Britt Brown (Not Not Fun, Robedoor, LA Vampires) “Ours is a thin-skinned generation, and a lot of artists harbor surprising venom toward anyone who isn’t buying what they’re selling.”

You have stated, “Having a face-to-face experience is like a ghost-town in L.A.,” insinuating a lot of American musicians are faceless in musical communities because of the internet. If someone were to suggest they play live do you believe there would be an evolution in their sound or setup?

Totally. Subjecting what you make to a public context changes it. Even on two-week tours a band’s sound will change. Night after night performing for people, feeling what rhythms work, what parts fit. People are staring at you, judging you, because you invented some moniker, drove to their hometown, charged them $5, and then turned your shit up loud. It’s a moment of truth — do you have anything dynamic to impart?

Society’s not for everyone though, so I appreciate pure loner-ism too. We get plenty of demos from people explaining how they live somewhere with no music scene or record stores, where no one likes what they like, and there’s no one to collab with so they just make music in a vacuum and download torrents all day. I empathize. Growing up in Dallas in the 1990s was mainly a void. Best you could do was see Butthole Surfers at some overpriced sports arena. Digging deeper took dedication.

You also mentioned how modern music is splintering off into “incommunicable cults of personality” — could you flesh that out for me a bit more?

All I meant by that was the vibe where the musician’s persona is as much a draw as the music. Sometimes that’s in a sort of “spectacle” way — like when an artist or band is known for doing deranged shit at shows, pissing on the audience or whatever, so people roll out regardless of admiring the actual music — and sometimes it’s just that the artist is unusually charismatic or has, I don’t know, like an aura almost. This isn’t at all a bad thing, or a new phenomenon, but it is a situation where what’s generating the interest isn’t purely the music — it’s like a belief in the “character.” For instance if you’ve ever met Jeff Witscher or Charles/Taterbug you’re probably not surprised that there’s a total cult of weirdos and music dudes all across the country who go to all their shows, mimic their slang, get similar tattoos, even dress kind of the same. There’s this idolatry aspect that’s beyond fanship. But this dynamic exists at all levels. People are definitely more interested in Grimes the person than Grimes the music. Same with Sky Ferreira, and tons of other people, rappers, Twitter stars, artists, actors, whoever. It’s not uncommon.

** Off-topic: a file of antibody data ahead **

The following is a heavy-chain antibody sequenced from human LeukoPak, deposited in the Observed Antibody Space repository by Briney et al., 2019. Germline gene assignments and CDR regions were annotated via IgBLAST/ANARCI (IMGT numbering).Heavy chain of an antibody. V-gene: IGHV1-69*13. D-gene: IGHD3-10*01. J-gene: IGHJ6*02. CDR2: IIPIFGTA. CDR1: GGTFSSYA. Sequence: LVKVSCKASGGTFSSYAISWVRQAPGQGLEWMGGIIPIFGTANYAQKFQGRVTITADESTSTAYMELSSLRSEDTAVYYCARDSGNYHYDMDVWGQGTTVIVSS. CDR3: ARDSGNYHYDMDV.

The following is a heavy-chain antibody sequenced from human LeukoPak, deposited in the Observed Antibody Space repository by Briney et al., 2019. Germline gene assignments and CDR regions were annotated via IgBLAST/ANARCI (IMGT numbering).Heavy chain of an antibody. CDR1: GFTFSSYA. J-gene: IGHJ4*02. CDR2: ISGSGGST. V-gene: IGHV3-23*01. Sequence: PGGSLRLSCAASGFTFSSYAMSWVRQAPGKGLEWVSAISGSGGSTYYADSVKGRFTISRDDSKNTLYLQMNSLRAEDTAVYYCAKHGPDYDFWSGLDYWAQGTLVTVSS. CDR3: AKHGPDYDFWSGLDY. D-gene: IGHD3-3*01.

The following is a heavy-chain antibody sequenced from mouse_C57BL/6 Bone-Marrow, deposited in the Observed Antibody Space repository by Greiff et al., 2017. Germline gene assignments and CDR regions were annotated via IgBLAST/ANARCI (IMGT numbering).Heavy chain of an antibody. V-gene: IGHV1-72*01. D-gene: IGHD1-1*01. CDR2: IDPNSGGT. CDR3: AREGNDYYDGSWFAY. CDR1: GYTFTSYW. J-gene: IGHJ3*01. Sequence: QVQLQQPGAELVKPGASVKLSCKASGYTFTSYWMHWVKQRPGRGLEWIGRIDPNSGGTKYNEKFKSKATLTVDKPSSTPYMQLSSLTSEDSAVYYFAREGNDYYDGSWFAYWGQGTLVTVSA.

This closely follows along with the article you wrote at the beginning of last year about how solo musicians had dominated 2012’s quantification of music. How did you see this evolve or devolve throughout last year, and potentially into this year?

I wouldn’t use the word “evolved,” but it continued, for sure. Statistically, there’s less money to be made in music now so people are less and less inclined to split it. First step is to go solo. Then you start your own label, “Artist’s Name Records,” then you tour nine months of the year. People love this fantasy of independence. When that recent Beyoncé album came out there was this ticker-tape quote of hers running under her videos on Fuse or MTV or whatever that said basically, “I hope by doing this I can be an inspiration to all women and artists on how they should never have to share their money with ANYONE.” [mimicking Beyoncé voice]. What a joke. Her entire existence is based on having a paid staff of people to write her songs, lyrics, beats, produce everything, promote the living shit out of it, etc. God forbid Columbia’s staff make a dollar off years of work hustling her brand all over the planet.

What bums me out most is just the ebbing away from that communal aspect of music. I totally romanticize musicians playing together — not as hired guns but as a real team. There’s so many musicians out there that make, you know, pretty great music, solid cassettes, but if they joined forces with someone else who also had at least above average ideas? Much less if you added a THIRD person with vision to the mix? It’d be a fucking supergroup. Who knows what kind of next level synergy they could generate, united like that.

I remember one time during our final song, as each member leaves when their part ends, I dropped my guitar and hopped off the stage and instantly a guy was like, “Yo, can I give you this demo?” The band was fully still playing, three girls howling through pedals.

And then there’s PR helping these people go beyond just their community and access a general majority of people that could potentially enjoy their music — which again ties back into year-end nonsense. How do you figure PR enhances this intention of quantification of music?

It’s basic boring capitalism. American Apparel would have a tenth of the brand recognition they have if they hadn’t bought back-cover ads in a thousand different magazines for a decade straight. When a major release comes on deck 90 percent of music websites run interchangeable posts about it: “Wow, this Disclosure band is something special!” Only rarely is hype organic. Most of it’s paid for.